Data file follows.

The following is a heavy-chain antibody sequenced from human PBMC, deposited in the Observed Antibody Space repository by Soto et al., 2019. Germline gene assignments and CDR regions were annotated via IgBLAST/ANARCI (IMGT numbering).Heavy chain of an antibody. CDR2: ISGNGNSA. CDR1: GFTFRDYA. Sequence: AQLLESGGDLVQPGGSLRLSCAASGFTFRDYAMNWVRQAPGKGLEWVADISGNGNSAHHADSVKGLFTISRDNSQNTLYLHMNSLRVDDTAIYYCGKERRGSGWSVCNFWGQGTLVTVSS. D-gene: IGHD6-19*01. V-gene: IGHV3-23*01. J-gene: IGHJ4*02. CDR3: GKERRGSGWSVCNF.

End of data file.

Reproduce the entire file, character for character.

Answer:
The following is a heavy-chain antibody sequenced from human PBMC, deposited in the Observed Antibody Space repository by Soto et al., 2019. Germline gene assignments and CDR regions were annotated via IgBLAST/ANARCI (IMGT numbering).Heavy chain of an antibody. CDR2: ISGNGNSA. CDR1: GFTFRDYA. Sequence: AQLLESGGDLVQPGGSLRLSCAASGFTFRDYAMNWVRQAPGKGLEWVADISGNGNSAHHADSVKGLFTISRDNSQNTLYLHMNSLRVDDTAIYYCGKERRGSGWSVCNFWGQGTLVTVSS. D-gene: IGHD6-19*01. V-gene: IGHV3-23*01. J-gene: IGHJ4*02. CDR3: GKERRGSGWSVCNF.